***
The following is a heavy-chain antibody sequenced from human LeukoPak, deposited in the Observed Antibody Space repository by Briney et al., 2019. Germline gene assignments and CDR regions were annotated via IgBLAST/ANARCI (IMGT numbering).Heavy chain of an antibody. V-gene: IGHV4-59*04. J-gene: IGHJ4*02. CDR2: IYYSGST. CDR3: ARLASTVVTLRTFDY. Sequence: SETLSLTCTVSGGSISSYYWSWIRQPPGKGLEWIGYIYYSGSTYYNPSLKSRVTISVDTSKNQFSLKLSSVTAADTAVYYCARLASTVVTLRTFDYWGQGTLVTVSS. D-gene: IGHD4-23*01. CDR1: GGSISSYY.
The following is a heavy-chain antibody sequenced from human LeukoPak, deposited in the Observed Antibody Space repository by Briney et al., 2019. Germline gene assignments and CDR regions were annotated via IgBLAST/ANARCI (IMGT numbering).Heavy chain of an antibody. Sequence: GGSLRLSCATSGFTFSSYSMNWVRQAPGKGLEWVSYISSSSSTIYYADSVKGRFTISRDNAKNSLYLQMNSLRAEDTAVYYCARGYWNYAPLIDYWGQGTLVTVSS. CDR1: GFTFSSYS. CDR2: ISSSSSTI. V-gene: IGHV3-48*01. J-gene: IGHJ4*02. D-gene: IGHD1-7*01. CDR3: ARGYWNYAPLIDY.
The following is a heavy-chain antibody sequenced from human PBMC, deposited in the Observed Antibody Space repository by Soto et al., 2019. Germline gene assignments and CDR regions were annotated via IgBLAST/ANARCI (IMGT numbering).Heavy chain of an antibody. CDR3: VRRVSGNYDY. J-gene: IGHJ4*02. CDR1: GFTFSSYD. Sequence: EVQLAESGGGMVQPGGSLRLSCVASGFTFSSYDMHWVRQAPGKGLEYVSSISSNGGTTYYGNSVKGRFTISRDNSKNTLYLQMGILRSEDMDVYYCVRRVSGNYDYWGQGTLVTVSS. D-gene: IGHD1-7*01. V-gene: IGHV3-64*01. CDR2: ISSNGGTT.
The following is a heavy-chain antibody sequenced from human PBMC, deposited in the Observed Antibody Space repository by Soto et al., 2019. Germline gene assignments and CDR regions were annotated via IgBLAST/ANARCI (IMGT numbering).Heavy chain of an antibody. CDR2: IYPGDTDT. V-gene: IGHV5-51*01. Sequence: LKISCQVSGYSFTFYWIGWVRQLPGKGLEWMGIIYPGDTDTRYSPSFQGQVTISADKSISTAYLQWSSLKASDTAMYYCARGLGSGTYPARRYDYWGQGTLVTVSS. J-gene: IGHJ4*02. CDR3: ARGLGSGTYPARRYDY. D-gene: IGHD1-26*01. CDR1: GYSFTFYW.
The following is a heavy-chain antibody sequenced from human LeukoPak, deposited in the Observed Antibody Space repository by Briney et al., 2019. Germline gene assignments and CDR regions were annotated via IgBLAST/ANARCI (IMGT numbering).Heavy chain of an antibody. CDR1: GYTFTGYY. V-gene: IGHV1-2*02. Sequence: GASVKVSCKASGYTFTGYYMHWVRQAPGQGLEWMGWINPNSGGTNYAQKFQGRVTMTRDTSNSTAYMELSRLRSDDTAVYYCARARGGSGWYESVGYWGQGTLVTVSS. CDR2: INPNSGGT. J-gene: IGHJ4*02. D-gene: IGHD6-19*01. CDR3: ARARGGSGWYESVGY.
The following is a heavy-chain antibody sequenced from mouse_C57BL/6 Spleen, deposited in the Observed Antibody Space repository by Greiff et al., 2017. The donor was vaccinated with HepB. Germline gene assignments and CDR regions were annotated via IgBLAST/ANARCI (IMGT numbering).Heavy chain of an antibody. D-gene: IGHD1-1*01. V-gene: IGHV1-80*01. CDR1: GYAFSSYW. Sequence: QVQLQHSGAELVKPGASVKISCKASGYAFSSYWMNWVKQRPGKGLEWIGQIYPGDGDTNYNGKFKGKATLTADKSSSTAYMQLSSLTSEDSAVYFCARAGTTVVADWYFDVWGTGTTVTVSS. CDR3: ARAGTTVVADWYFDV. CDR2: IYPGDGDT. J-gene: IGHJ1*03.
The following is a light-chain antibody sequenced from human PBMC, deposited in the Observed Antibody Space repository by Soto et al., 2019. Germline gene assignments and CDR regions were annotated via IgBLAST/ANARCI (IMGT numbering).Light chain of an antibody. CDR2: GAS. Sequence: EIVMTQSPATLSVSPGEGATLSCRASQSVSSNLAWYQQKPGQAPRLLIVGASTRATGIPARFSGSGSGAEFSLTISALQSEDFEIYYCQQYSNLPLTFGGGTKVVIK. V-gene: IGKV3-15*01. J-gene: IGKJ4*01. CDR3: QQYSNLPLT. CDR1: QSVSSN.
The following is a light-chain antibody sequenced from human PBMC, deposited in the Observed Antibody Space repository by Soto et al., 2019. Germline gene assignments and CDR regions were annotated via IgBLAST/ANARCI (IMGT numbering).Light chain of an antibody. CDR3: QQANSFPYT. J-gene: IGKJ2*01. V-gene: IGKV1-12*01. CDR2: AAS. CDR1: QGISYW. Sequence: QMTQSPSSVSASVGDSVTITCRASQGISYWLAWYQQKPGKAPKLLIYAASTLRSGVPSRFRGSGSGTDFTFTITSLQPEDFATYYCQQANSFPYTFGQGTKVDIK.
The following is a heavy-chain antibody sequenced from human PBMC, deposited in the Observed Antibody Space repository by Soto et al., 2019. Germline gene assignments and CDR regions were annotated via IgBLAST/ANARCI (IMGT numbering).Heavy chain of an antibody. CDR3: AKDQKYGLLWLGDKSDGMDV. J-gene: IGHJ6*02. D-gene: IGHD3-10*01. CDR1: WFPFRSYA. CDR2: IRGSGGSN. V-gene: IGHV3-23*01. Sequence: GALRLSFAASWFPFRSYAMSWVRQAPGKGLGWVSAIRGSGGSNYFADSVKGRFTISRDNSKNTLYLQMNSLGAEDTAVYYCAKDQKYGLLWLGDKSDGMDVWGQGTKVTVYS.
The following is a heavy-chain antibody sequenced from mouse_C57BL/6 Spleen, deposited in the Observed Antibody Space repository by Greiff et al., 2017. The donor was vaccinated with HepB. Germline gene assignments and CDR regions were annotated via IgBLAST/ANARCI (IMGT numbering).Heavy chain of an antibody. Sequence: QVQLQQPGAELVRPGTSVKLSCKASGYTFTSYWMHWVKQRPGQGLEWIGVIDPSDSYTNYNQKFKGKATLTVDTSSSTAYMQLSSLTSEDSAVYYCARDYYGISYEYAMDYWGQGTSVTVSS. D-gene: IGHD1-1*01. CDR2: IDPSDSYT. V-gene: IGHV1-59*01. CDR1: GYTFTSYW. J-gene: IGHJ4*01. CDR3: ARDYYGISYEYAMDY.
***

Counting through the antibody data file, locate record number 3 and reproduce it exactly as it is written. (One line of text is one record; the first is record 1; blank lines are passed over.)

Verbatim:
The following is a heavy-chain antibody sequenced from human PBMC, deposited in the Observed Antibody Space repository by Soto et al., 2019. Germline gene assignments and CDR regions were annotated via IgBLAST/ANARCI (IMGT numbering).Heavy chain of an antibody. CDR3: VRRVSGNYDY. J-gene: IGHJ4*02. CDR1: GFTFSSYD. Sequence: EVQLAESGGGMVQPGGSLRLSCVASGFTFSSYDMHWVRQAPGKGLEYVSSISSNGGTTYYGNSVKGRFTISRDNSKNTLYLQMGILRSEDMDVYYCVRRVSGNYDYWGQGTLVTVSS. D-gene: IGHD1-7*01. V-gene: IGHV3-64*01. CDR2: ISSNGGTT.